Medications on Back-Order? These Are 5 Ways to Get Them
You may have read about diabetes medicines being all the rage in Hollywood. Celebrities have been rumored to use certain drugs not to treat diabetes but for weight loss. That means for those living with diabetes there have been more back-orders and delays in getting diabetes medicines to people who rely on them.
To add to the impact, supply chain and manufacturing issues have also made diabetes medicines and equipment like the new Libre 3 continuous glucose monitor hard to get. So, what do you do if your pharmacy cannot get your diabetes medicine or supplies for you? How do you avoid a medicine shortage in your medicine cabinet? Here are a few options.
1. Check other pharmacies for diabetes medicines
Companies that supply diabetes medicine and equipment to pharmacies may favor some pharmacy chains over others. That means some pharmacies in your area can refill their medicines and supplies faster than others. Even within the same pharmacy chain, there can be a difference in supply from store to store. Ask your pharmacy if other stores in the area have the medicine you need. If your usual pharmacy doesn't, you can call other pharmacy companies in your area to see if they have a supply.
2. Ask your pharmacist for a similar medicine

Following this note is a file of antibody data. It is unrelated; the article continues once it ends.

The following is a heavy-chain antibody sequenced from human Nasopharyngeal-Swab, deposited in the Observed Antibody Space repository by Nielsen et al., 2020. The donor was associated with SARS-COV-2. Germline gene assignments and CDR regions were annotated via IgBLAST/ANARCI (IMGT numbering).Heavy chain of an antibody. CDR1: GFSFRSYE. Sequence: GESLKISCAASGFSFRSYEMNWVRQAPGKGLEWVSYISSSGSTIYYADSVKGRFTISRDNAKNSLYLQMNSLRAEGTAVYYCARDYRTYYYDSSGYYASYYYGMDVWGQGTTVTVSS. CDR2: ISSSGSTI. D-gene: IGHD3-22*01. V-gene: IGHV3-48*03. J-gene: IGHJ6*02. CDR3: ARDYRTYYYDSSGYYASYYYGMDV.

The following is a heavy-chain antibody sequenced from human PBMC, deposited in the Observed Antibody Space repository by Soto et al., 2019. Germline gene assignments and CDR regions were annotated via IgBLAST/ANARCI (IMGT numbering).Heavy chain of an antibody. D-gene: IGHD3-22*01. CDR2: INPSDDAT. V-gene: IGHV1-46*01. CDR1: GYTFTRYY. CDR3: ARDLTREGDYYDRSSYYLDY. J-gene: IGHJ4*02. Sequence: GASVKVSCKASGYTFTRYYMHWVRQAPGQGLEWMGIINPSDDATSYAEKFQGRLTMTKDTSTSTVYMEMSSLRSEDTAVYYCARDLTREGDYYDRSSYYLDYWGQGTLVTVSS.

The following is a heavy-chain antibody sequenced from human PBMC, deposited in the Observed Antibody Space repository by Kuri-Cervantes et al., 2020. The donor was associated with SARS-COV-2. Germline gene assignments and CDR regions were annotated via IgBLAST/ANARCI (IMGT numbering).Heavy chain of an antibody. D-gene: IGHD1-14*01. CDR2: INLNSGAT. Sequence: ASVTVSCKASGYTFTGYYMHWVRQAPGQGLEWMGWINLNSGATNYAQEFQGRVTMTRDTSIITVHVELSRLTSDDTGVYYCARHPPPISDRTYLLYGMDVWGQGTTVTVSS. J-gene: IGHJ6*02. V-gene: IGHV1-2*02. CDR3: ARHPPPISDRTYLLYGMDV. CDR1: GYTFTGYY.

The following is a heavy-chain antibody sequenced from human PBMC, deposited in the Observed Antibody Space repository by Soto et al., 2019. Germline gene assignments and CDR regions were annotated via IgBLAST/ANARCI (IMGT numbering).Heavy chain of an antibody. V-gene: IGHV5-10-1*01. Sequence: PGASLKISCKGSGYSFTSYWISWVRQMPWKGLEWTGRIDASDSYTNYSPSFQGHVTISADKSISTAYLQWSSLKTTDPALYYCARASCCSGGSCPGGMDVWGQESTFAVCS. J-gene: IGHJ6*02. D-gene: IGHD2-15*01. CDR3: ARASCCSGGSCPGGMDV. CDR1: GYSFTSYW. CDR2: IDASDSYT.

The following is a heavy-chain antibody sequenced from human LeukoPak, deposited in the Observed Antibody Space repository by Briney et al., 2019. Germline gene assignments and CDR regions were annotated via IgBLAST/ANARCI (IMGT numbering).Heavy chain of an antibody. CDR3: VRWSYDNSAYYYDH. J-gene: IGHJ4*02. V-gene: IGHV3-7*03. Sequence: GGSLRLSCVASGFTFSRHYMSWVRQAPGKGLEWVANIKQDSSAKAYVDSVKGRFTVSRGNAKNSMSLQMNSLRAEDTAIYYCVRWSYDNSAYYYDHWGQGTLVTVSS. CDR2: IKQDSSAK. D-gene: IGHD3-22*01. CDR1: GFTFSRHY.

Medications are grouped by class. Each class of medications works in the body in a similar way, with usually small differences in the side effects and/or blood sugar impact. So, while you may not be able to get the exact medicine you were prescribed, it may be possible to get a medicine in the same class.
Ask the pharmacy if they have any alternatives in stock. If they do, they may even contact your doctor's office for you to change the prescription to the alternative. One thing to watch out for is that the alternative is covered under your insurance.
3. Ask your doctor about new dosing options
You may find you have a harder time getting a certain dose of your medication. For example, maybe you can get the 2.5 mg weekly dose of your medicine but cannot get the 5 mg weekly dose. If so, ask your pharmacy if they'd fill the prescription using the smaller dosing. Doing so means you'll have to change how many injections or pills you take at your usual time, so talk to your doctor to ensure you understand what you need to do for dosing before leaving the pharmacy.
4. Try a combination diabetes medicine
If you're on multiple diabetes medicines and have trouble filling one, ask your doctor or pharmacist about combination options. Combination medications are 2 diabetes medicines in 1 pill or 1 injection. In this crazy world of delays and back-orders, I've had good luck in making this switch for my clients with diabetes. Not only did it decrease their cost and their diabetes medicine burden, but it was also easier for them to consistently get their medication.
5. Make a backup medicine plan
Make sure to contact your doctor if you can't get your prescriptions filled. Too often, I encounter folks who aren't able to get their medications filled and wait until they see their doctor again to figure it out. That means they're unnecessarily struggling with high blood sugars for a long period of time.
It can be really frustrating to deal with back-orders and shortages. But, working with your doctor to come up with a backup plan for keeping blood sugars in a healthy range is essential to reduce the risk of diabetes complications.
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